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A formal model of sense-making using image schemas and conceptual blending

Cognitive science informs us that cognition comprises a collection of constructive feedback processes between the environment and our perception of it. Sense-making is the process of an autonomous agent bringing its own original meaning upon its environment. We model the sense-making process as the conceptual blending of image schemas with a structural description of a stimulus. The case study we have used is diagrams and their geometric configurations. Image schemas comprise mental structures abstracting the invariances of repeated sensorimotor contingencies such as SUPPORT, VERTICALITY and BALANCE. They structure our perception and reasoning by transferring their structure to our percepts according to the principles of conceptual blending. In our work we model the conceptual blend of various image schemas with the geometry of a diagram, obtaining a blend that reflects the interpreted diagram. The resulting blend has emergent structure, representing a meaningful diagram. For example, a Hasse diagram (representing a poset) as a SCALE with levels, minimum and maximum elements etc. Our work on diagrams can provide guidelines for effective visualizations, and our general framework can be developed into a system that constructs possible conceptual meanings for various stimuli types.
In this talk, I will explain the theories of image schemas and conceptual blending and how they approach meaning, and then I will discuss how we take advantage of them to build a computational model of the sense-making of diagrams.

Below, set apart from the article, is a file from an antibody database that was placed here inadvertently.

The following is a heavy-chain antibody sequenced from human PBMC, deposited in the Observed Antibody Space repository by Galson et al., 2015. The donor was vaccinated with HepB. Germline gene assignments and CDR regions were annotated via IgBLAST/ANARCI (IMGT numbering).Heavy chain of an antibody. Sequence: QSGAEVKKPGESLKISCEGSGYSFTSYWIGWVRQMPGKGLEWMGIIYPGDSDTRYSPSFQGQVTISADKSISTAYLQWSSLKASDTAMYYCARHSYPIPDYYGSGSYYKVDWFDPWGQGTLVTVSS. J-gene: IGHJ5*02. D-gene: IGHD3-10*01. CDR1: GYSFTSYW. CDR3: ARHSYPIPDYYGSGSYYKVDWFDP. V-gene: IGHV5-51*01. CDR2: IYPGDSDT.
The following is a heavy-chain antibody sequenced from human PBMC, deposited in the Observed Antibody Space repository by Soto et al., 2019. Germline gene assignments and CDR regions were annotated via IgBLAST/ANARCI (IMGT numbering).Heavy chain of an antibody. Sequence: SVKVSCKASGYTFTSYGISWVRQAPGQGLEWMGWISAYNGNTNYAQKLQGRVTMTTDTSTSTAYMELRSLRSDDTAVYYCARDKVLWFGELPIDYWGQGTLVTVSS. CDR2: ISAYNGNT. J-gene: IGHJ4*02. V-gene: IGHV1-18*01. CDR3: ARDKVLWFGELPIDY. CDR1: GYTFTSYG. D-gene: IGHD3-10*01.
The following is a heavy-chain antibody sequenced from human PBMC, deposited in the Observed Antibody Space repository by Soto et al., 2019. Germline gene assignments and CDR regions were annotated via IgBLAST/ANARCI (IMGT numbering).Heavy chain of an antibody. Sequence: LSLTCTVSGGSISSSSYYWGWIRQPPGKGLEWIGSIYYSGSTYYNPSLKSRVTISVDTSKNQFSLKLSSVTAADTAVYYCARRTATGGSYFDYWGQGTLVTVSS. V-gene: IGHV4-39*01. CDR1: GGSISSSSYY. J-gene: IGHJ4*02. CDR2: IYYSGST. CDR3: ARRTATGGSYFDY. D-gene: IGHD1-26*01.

Dimitra Bourou is a predoctoral researcher at IIIA. Her field of expertise may best be summarized as computational cognitive science. The goal of her doctorate research is to develop a computational framework for sense-making of stimuli, following theories of cognitive science related to embodiment. She has graduated from the interdisciplinary master’s program Brain and Mind in the University of Crete, where she was exposed to a variety of courses ranging from neuroscience, psychology and philosophy of mind, to signal processing, machine learning and artificial intelligence. During that time she undertook research in affective computing, resulting in a publication on pain level estimation from videos of subjects (Bourou et al., 2018). Dimitra is also very familiar with modal logics and multiagent systems, as well as computational linguistics, through participation in extensive tutorials in several summer schools. Her first degree is in Biology.